“Walker’s stories intersect the tipping point when big city gay life went from carefree hedonism and glitzy self–indulgence to the moment when self–satisfied habitués of the demi–monde bega
“A Thin Bright Line will help widen the metaphorical crack in the chains that bind those who are outside of societal norms.”
This past year, Tor.com released a series of novellas from an incredibly diverse range of authors, notably the Nebula and Hugo award winning Binti by Nnedi Okorafor.
There’s a certain poetry of loneliness at work in Martin Hyatt’s new novel Beautiful Gravity.
In today’s Internet connected global culture literature is written by authors who do not necessarily reside in the countries of their birth and read by readers worldwide.
What happens when disaster strikes? We’ve read books about the people involved in natural or manmade disasters and watched movies about them.
Consuming fiction makes us social scientists better writers, better thinkers. We learn how to put together words in new ways, and we learn new worlds.
When Detective Constable Leonard Corell is called to a house in a quiet English suburb he discovers a man lying lifeless on his bed, white froth dried into a dribble of powder at the corner of his
Set in the late 80s, Jed has escaped Chicago and the beginning of the AIDS crisis to return to where he experienced a hedonist paradise during his college days.
“Greenwell writes with a hypnotic flair and intense precision.”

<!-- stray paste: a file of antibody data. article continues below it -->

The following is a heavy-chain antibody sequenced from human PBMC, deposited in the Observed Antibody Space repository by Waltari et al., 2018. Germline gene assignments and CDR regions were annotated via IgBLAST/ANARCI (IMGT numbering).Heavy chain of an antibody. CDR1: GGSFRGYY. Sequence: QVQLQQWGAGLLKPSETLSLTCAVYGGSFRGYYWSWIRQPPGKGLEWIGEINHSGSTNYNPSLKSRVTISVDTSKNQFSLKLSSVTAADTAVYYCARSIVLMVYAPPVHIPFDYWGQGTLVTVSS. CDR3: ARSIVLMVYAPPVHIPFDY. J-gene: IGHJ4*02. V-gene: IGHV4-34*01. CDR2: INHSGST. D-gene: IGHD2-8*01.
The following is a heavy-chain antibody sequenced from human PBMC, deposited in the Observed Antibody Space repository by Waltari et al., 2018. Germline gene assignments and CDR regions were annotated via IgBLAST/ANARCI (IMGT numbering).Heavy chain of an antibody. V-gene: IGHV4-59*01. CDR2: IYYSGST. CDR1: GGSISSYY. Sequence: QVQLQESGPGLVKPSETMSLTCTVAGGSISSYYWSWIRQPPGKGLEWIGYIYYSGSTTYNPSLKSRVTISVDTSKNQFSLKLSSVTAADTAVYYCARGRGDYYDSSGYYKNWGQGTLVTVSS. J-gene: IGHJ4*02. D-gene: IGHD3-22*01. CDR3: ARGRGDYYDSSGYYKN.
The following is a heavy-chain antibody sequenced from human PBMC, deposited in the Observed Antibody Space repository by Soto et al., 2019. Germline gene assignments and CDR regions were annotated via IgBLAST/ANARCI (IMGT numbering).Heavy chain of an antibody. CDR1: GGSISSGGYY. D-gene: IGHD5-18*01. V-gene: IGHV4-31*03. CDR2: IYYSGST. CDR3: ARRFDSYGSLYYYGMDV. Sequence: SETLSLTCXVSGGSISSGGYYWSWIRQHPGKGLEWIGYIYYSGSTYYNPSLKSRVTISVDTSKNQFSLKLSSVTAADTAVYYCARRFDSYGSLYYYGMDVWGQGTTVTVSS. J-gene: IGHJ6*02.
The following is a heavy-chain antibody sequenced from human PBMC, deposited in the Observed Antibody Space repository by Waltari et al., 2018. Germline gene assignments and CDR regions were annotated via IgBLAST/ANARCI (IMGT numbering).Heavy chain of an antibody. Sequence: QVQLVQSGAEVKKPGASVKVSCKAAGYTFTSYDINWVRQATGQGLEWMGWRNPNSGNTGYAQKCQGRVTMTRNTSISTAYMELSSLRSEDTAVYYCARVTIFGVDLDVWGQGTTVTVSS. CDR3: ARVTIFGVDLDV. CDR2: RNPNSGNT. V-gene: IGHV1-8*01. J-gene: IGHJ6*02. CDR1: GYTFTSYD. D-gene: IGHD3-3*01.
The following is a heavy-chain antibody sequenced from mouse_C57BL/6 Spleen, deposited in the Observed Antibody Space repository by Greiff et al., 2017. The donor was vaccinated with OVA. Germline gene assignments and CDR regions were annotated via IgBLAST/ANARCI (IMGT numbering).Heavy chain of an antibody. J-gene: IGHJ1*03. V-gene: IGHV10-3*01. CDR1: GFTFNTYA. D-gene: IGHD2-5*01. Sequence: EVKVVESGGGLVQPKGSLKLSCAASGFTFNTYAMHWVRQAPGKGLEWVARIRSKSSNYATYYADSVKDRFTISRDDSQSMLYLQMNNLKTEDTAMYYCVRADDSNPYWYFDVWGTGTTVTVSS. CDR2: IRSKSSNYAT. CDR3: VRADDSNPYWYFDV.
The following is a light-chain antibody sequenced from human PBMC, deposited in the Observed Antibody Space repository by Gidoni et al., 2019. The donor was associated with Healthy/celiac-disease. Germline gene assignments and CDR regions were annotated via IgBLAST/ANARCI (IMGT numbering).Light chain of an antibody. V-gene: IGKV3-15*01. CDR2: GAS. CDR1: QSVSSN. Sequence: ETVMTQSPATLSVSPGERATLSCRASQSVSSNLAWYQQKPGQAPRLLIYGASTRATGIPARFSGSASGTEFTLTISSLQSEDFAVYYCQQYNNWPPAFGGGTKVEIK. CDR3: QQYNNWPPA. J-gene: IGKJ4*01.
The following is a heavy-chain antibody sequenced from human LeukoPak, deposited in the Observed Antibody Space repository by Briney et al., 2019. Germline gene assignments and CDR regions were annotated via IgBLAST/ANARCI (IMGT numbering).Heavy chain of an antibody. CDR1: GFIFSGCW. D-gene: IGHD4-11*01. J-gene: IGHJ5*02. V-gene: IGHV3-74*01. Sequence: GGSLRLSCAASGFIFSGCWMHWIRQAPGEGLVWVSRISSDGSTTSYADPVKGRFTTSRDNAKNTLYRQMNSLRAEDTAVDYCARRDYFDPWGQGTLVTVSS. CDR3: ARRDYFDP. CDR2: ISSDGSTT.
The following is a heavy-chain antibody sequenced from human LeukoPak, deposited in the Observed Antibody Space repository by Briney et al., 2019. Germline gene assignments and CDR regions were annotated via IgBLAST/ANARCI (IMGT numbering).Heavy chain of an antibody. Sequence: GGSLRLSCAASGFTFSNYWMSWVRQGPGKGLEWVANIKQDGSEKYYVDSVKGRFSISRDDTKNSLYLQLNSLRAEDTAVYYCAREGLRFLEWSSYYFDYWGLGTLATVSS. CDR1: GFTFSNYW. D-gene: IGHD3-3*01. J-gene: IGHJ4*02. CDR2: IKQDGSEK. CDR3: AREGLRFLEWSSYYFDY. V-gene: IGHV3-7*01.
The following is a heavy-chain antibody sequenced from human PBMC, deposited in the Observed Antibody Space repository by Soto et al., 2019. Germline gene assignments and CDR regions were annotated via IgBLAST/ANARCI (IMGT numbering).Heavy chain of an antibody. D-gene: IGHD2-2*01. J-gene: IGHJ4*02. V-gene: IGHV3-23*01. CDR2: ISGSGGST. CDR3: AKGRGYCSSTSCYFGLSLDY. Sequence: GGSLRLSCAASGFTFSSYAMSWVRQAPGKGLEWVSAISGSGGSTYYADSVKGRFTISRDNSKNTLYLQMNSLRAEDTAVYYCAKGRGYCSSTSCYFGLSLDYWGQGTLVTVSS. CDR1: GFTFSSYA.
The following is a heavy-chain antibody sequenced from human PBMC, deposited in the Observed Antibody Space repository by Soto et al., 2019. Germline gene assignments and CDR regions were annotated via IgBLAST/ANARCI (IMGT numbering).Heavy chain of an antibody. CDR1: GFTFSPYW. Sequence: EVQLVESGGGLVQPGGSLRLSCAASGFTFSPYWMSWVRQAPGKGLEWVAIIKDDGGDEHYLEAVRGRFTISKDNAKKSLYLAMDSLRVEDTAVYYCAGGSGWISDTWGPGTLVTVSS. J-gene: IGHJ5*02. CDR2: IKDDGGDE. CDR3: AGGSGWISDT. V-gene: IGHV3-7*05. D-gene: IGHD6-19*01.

“The author crafts passages of agonizing psychological self-torment with a master's ear for the perfect phrase.”
“The Price of Salt is a moving, beautifully conceived and written book. It is a mesmerizing read.”
Times have changed in the quarter century since Lesléa Newman first published Heather Has Two Mommies. Twenty-five years ago Newman could not find a publisher for the book.
“Author Simsion handles the whole with grace and craftsmanship, so that life-lessons are painlessly absorbed through storytelling rather than preaching.”
“For about the last ten years British writing has been experiencing a remarkable renaissance in literary fiction. Long may this movement flourish.
“This story is as much about history as it is about progressing a just cause.”
“. . . a girl who works hard deserves a break.”
Can a down-on-her-luck queer sista catch a break in ’90s Brooklyn?
“Mr. Halperin’s answer: . . . the lessening of overt discrimination and exclusion has come at a price. Gays have become too like heterosexuals: conventional and boring.”
“. . . undeniably a talented writer, Mr. Sasson’s stories differ wildly in quality from the excellent . . . to the melodramatic . . .”
“Edmund White who wrote The Beautiful Room Is Empty. Edmund White who gave us A Boy’s Own Story as well. It is as if he owes it to us to always excel.
“Greg Herren knows how to tell a crime story without resorting to inane stereotyping. . . .
“Péter Nadás may infuriate readers accustomed to a Tolstoyan resolution of a series of interrelated stories and characters and times and settings.
“Surely in the past three decades we have moved beyond merely the inclusion of Speedos and horny waiters and The Pines in order for something to be considered ‘gay fiction.’ . . .
“. . . curiosity, that powerful driver of discovery, is only as valuable as what it turns up.